Herman is able to get away from the scene as Tannis walks out of the shuttle to find herself in Disney World. Apparently, they crashed into the “It’s a Small World” ride. There were probably hundreds dead and more injured, but they never talk about that. In fact, there’s no follow-up or final one-liner whatsoever. Tannis surveys the damage and it’s over.

Starting with this issue, the final page would show the cover of the National Enquisitor, a tabloid that would cover the newsworthy events of the issues. These events would be buried among articles such as this.

The third issue features no appearances by Tatanga and Daisy, but is instead centered more around Pionpi, that blue Kuang Shi Chinese ghost guy. At the very least, we get more of Herman, who appears to be the only thing keeping this comic entertaining outside of the outright absurdity.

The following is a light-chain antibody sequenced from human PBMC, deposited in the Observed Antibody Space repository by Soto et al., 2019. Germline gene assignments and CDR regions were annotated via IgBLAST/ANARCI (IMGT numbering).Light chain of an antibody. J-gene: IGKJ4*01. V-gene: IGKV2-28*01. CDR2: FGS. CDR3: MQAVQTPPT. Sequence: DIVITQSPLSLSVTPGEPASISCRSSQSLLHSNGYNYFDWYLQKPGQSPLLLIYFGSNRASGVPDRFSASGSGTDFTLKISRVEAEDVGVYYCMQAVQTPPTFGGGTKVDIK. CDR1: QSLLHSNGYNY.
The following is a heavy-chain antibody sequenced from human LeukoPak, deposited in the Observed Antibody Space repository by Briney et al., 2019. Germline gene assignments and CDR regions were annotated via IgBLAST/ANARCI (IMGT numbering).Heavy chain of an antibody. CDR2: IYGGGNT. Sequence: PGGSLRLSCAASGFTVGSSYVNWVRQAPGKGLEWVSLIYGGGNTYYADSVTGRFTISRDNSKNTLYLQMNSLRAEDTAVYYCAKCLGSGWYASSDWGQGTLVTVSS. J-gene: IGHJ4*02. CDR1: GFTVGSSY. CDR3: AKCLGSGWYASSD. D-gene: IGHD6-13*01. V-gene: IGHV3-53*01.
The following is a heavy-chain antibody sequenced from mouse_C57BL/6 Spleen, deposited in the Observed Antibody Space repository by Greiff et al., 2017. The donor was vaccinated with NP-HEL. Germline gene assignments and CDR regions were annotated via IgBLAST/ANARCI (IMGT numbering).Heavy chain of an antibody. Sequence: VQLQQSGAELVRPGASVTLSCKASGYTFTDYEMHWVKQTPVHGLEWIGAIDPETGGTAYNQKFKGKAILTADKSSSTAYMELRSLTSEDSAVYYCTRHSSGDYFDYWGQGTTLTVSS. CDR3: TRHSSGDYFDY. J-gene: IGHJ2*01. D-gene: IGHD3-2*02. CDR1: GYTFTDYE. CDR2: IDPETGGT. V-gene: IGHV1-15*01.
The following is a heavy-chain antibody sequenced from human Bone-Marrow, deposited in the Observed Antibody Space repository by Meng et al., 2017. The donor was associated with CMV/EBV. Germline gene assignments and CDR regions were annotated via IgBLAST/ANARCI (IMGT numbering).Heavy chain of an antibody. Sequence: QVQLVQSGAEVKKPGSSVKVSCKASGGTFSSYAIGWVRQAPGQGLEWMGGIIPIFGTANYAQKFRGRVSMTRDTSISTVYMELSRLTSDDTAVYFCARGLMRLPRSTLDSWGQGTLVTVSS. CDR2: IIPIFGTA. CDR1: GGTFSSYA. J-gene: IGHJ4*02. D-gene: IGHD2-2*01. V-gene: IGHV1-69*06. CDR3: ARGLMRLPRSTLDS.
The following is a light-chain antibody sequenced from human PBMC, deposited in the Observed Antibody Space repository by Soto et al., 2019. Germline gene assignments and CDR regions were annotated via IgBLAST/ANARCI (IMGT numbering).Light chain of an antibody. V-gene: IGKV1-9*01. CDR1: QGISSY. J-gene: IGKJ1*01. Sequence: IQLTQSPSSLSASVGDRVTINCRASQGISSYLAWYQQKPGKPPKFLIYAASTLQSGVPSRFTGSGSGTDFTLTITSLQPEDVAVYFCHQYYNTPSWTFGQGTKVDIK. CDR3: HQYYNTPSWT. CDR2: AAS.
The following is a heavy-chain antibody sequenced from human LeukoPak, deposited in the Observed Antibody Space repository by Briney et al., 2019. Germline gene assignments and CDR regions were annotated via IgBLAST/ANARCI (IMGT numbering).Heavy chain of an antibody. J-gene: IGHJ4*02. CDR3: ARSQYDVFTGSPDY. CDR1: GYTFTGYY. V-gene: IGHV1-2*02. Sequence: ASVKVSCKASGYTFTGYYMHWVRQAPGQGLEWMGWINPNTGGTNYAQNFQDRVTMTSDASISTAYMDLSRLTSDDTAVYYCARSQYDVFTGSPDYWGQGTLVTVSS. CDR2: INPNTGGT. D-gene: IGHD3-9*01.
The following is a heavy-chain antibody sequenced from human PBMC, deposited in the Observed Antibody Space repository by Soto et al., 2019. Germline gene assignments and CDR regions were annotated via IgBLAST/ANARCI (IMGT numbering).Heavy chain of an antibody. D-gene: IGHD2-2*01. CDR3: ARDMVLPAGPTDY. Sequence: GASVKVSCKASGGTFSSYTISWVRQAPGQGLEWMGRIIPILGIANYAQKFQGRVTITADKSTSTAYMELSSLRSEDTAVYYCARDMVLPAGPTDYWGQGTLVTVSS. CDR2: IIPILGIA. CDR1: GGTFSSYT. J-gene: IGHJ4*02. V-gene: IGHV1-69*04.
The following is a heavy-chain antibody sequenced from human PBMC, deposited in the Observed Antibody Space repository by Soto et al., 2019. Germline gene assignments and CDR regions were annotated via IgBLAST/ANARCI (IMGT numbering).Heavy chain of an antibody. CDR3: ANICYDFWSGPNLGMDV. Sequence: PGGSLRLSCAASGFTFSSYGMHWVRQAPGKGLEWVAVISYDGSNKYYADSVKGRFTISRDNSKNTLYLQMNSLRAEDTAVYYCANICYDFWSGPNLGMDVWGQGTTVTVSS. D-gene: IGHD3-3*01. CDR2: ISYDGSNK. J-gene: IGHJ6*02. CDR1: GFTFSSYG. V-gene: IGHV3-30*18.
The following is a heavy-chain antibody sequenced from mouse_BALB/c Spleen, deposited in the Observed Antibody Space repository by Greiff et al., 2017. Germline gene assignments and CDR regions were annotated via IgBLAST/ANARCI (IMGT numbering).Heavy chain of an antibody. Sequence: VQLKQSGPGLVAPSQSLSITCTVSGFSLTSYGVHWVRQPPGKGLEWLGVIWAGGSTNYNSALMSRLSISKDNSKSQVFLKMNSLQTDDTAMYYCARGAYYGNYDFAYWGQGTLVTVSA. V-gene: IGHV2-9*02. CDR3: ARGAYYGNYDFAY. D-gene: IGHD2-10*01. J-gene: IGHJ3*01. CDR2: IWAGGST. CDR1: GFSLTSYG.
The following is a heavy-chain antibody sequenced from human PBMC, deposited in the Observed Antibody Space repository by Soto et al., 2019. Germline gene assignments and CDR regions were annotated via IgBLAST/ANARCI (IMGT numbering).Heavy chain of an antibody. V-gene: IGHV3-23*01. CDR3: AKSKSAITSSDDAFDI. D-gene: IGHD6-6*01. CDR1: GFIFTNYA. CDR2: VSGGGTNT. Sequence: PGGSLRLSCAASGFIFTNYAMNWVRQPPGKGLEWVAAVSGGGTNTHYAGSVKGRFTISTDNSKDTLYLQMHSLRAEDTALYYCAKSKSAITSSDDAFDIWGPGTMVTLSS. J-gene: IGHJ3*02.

We find him hiding in his mother’s house. His mother is continually asked about his son’s whereabouts by police officers and things get worse when footage of Herman hijacking the airplane hits the news. As his mother suggests Herman has himself committed, he finds a package delivered to him. It’s the Game Boy he gave to those little girls in the last issue along with a note from their mother that they don’t accept gifts from creeps.

Herman knows Tatanga’s forces will be back and doesn’t want his mother involved, so he steals her car and some of her money to get away. About a week after, we get the most improbable scene of the entire series.

Herman is rather shocked that this waitress is drawn to him, but the moment she steps away, he starts going into his haze. Pionpi appears from out of the Game Boy and Herman has to hide him as he excuses himself and leaves, though not before the waitress gives him her number.